Pet Pharmacy Dexmedetomidine, Available as oral gel, injectable, Noise aversion can be a serious problem for a pet dog. Not only is the associated panic unpleasant but the frightened animal can become destructive or even dangerous. It is not unusual for a terrified dog to break down doors or even windows in an escape attempt. The dog may bite or potentially escape from a yard or pen and become lost. The dog is experiencing a panic disorder and likely could do with pharmacological assistance in times when loud noises are expected.
Past remedies have involved acepromazine, which induces drowsiness and impairs mobility without a lot of anxiety reduction. Benzodiazepine tranquilizers, such as alprazolam, have been felt to be superior for relief of panic. In 2016, an oral form of dexmedetomidine became available for use in dogs with noise aversion.
Dexdomitor has been widely used in veterinary anesthesia for decades because it is effective, reversible, and provides good analgesia. The oral gel released for noise phobia uses a low dose of this medication so as to relieve anxiety without inducing sedation.
How this Medication is Used
Dexmedetomidine oral gel is administered in the dog’s cheek pouch rather than the mouth. You should wear gloves when handling the syringe. Medication is ideally given 30 to 60 minutes before the noise is expected. Additional doses may be given if necessary but it is important to wait at least two hours between doses. Up to five doses can be given per noise event.
The syringe applicator comes with a dial-up dosing handle. It is important to know where to dial your pet’s dose is on the handle. It is equally important to be sure the syringe dial is locked so that when you put the syringe in your dog’s mouth and push the plunger, only the correct amount is delivered. If the dial is not locked, your dog can be overdosed so be sure you understand how the syringe correctly. See a how-to video.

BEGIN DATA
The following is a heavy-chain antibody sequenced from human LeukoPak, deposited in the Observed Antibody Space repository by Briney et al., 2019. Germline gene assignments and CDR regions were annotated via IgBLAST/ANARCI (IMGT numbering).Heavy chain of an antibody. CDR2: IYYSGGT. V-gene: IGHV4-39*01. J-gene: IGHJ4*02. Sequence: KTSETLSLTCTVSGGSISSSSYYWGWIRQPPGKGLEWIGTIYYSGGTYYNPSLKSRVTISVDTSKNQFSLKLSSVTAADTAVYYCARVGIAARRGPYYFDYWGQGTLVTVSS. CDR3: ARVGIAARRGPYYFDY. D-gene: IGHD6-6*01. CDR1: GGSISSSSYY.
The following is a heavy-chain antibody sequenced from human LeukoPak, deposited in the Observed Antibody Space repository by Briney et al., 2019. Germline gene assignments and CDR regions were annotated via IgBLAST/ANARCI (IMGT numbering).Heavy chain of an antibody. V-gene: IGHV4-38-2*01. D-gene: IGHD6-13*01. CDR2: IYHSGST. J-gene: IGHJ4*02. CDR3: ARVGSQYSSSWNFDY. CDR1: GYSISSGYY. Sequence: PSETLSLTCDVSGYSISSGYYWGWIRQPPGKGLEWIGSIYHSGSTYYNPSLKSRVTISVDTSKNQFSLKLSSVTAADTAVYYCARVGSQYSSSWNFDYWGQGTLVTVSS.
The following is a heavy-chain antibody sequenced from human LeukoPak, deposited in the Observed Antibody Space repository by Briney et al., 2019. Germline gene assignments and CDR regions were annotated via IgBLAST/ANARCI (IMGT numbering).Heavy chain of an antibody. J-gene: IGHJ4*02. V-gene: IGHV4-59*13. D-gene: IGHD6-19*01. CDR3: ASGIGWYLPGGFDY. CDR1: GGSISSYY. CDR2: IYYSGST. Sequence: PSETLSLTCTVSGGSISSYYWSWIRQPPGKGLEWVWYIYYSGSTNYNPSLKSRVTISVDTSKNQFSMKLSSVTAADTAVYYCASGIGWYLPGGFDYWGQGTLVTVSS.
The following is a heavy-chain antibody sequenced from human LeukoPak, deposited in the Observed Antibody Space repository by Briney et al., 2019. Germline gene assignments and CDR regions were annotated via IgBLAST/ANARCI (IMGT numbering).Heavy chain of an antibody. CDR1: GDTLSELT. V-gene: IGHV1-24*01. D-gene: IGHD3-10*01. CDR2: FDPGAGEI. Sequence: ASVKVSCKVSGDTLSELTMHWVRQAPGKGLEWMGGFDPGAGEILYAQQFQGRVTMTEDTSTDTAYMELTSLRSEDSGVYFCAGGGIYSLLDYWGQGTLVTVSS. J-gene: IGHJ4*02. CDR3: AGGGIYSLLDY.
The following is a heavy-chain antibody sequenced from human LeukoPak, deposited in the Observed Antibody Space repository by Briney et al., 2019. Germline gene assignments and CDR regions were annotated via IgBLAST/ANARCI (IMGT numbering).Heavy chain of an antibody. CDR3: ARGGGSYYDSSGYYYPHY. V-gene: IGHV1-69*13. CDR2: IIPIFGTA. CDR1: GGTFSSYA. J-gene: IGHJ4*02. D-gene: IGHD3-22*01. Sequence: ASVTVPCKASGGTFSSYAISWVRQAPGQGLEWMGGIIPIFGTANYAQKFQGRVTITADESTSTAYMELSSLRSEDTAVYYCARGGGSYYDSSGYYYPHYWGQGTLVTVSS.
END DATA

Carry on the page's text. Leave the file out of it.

If your dog’s dose is six dots or more, it is best to split the dose so that half is given in the right cheek pouch and half is given in the left.
If you miss a dose, wait two hours to give another dose. This medication can be given up to 5 times per day as long as at least 2 hours pass between doses.
If dexmedetomidine is delivered in the mouth and not the cheek pouch, it will not absorb properly and will not be effective. If this happens, wait two hours before re-dosing.
Store the syringe inside the box as the product is light sensitive.
Do not feed your dog for 15 minutes after giving it.
Interactions with other Drugs
Use of this product with other tranquilizers or anti-anxiety medications can increase potential for side effects. Be sure your veterinarian is aware of all other medications your dog uses.
The dog’s gums may appear pale shortly after administration of dexmedetomidine gel. This is not significant and can be considered a normal reaction if it occurs.
Dexmedetomidine has potential to drop blood pressure and drop heart rate. Neither of these effects should be significant in normal patients.
Dexmedetomidine is an anesthetic drug but should not cause sedation at these doses. That said, sedation might be seen in a sensitive animal.
Concerns and Cautions
Dexmedetomidine gel is for healthy dogs. It should not be used in dogs with heart disease, kidney disease, respiratory compromise, exhaustion, or heat stress.
The dosing syringe is good for two weeks after it is opened and may be used again in this time frame.
Dogs with more deep-seated or long-term anxiety (rather than just fear of loud-noises that occur only periodically) will need a different treatment plan. Dexmedetomidine is for dogs who suffer from noise aversion but not from general anxiety.
Safety of this product has not been evaluated in puppies under 16 weeks of age nor in pregnant or nursing female dogs.
The manufacturer recommends that pregnant women not handle this product.
By The Pet Health Care Library – VeterinaryPartner.com – a VIN company